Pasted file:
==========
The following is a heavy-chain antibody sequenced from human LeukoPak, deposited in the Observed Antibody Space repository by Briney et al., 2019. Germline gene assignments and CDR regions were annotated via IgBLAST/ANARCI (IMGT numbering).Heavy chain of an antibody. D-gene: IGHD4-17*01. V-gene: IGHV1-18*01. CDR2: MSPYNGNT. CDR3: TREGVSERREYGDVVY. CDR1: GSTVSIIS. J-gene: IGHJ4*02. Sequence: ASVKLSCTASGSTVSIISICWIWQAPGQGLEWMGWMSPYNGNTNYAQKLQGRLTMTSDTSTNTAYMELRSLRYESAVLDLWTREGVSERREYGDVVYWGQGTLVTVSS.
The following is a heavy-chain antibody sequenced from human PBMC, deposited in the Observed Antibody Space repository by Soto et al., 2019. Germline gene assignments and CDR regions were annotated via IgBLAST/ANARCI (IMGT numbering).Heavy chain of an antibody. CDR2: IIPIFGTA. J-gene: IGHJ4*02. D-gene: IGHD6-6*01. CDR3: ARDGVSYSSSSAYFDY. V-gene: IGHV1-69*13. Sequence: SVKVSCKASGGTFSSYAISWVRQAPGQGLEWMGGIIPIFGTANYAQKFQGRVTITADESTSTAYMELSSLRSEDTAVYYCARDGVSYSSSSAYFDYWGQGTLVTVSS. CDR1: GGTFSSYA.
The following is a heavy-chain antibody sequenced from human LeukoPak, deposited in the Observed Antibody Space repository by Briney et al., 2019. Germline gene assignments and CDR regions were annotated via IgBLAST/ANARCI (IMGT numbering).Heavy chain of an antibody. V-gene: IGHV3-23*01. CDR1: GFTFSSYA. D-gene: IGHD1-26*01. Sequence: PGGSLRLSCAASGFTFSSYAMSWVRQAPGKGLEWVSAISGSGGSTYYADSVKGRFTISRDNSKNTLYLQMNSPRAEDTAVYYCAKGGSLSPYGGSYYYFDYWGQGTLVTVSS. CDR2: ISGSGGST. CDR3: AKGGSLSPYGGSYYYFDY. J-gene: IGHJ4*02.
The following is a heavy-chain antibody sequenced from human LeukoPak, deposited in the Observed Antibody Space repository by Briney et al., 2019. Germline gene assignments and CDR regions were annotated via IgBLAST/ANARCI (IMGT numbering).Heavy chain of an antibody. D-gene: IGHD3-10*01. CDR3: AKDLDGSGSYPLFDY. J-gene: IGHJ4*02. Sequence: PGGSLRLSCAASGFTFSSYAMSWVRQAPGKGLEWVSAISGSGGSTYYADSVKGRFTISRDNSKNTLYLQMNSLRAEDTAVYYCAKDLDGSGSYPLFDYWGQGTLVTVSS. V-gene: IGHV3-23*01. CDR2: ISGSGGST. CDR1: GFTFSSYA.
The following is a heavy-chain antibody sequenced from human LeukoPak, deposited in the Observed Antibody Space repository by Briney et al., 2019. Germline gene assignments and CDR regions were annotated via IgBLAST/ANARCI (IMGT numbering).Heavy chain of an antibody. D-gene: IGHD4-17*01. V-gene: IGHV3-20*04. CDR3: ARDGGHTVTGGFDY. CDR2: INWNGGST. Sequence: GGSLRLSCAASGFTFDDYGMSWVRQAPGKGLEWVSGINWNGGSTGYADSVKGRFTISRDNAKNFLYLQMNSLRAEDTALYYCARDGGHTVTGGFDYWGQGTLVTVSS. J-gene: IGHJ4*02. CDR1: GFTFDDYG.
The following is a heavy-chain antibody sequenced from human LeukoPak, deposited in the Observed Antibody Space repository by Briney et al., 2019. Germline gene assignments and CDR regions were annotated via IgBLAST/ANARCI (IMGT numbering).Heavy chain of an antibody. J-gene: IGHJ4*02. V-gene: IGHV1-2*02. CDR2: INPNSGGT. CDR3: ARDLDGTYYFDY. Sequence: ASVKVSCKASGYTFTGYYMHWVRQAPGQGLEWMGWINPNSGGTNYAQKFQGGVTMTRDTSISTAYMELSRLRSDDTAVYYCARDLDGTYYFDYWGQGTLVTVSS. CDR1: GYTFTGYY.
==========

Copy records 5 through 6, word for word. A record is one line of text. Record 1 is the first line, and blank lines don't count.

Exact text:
The following is a heavy-chain antibody sequenced from human LeukoPak, deposited in the Observed Antibody Space repository by Briney et al., 2019. Germline gene assignments and CDR regions were annotated via IgBLAST/ANARCI (IMGT numbering).Heavy chain of an antibody. D-gene: IGHD4-17*01. V-gene: IGHV3-20*04. CDR3: ARDGGHTVTGGFDY. CDR2: INWNGGST. Sequence: GGSLRLSCAASGFTFDDYGMSWVRQAPGKGLEWVSGINWNGGSTGYADSVKGRFTISRDNAKNFLYLQMNSLRAEDTALYYCARDGGHTVTGGFDYWGQGTLVTVSS. J-gene: IGHJ4*02. CDR1: GFTFDDYG.
The following is a heavy-chain antibody sequenced from human LeukoPak, deposited in the Observed Antibody Space repository by Briney et al., 2019. Germline gene assignments and CDR regions were annotated via IgBLAST/ANARCI (IMGT numbering).Heavy chain of an antibody. J-gene: IGHJ4*02. V-gene: IGHV1-2*02. CDR2: INPNSGGT. CDR3: ARDLDGTYYFDY. Sequence: ASVKVSCKASGYTFTGYYMHWVRQAPGQGLEWMGWINPNSGGTNYAQKFQGGVTMTRDTSISTAYMELSRLRSDDTAVYYCARDLDGTYYFDYWGQGTLVTVSS. CDR1: GYTFTGYY.